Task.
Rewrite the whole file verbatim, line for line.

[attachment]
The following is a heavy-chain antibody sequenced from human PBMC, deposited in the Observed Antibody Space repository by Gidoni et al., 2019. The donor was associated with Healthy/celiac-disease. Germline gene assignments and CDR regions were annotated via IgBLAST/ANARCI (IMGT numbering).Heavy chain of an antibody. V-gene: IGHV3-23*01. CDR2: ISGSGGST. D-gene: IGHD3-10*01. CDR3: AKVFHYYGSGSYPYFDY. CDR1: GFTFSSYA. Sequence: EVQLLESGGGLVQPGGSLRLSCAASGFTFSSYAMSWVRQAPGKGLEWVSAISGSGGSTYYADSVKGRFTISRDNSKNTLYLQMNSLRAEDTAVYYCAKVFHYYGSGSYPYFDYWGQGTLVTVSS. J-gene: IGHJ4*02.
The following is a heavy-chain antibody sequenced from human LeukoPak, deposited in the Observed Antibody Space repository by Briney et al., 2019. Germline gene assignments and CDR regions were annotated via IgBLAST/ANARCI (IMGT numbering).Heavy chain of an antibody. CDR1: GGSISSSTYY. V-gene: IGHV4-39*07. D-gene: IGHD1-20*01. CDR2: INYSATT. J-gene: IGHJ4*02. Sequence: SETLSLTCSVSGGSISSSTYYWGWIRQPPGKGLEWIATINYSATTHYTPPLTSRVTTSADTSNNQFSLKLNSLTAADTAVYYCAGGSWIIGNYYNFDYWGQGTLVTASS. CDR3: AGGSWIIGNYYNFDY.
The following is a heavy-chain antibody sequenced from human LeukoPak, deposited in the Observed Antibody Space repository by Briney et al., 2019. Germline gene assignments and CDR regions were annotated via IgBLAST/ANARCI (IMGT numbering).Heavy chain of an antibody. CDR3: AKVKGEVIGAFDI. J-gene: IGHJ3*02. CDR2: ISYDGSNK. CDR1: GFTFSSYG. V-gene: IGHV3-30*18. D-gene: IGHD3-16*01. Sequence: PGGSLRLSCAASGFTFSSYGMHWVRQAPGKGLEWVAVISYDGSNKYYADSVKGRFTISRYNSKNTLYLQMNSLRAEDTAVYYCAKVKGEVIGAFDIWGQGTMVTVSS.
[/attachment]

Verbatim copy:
The following is a heavy-chain antibody sequenced from human PBMC, deposited in the Observed Antibody Space repository by Gidoni et al., 2019. The donor was associated with Healthy/celiac-disease. Germline gene assignments and CDR regions were annotated via IgBLAST/ANARCI (IMGT numbering).Heavy chain of an antibody. V-gene: IGHV3-23*01. CDR2: ISGSGGST. D-gene: IGHD3-10*01. CDR3: AKVFHYYGSGSYPYFDY. CDR1: GFTFSSYA. Sequence: EVQLLESGGGLVQPGGSLRLSCAASGFTFSSYAMSWVRQAPGKGLEWVSAISGSGGSTYYADSVKGRFTISRDNSKNTLYLQMNSLRAEDTAVYYCAKVFHYYGSGSYPYFDYWGQGTLVTVSS. J-gene: IGHJ4*02.
The following is a heavy-chain antibody sequenced from human LeukoPak, deposited in the Observed Antibody Space repository by Briney et al., 2019. Germline gene assignments and CDR regions were annotated via IgBLAST/ANARCI (IMGT numbering).Heavy chain of an antibody. CDR1: GGSISSSTYY. V-gene: IGHV4-39*07. D-gene: IGHD1-20*01. CDR2: INYSATT. J-gene: IGHJ4*02. Sequence: SETLSLTCSVSGGSISSSTYYWGWIRQPPGKGLEWIATINYSATTHYTPPLTSRVTTSADTSNNQFSLKLNSLTAADTAVYYCAGGSWIIGNYYNFDYWGQGTLVTASS. CDR3: AGGSWIIGNYYNFDY.
The following is a heavy-chain antibody sequenced from human LeukoPak, deposited in the Observed Antibody Space repository by Briney et al., 2019. Germline gene assignments and CDR regions were annotated via IgBLAST/ANARCI (IMGT numbering).Heavy chain of an antibody. CDR3: AKVKGEVIGAFDI. J-gene: IGHJ3*02. CDR2: ISYDGSNK. CDR1: GFTFSSYG. V-gene: IGHV3-30*18. D-gene: IGHD3-16*01. Sequence: PGGSLRLSCAASGFTFSSYGMHWVRQAPGKGLEWVAVISYDGSNKYYADSVKGRFTISRYNSKNTLYLQMNSLRAEDTAVYYCAKVKGEVIGAFDIWGQGTMVTVSS.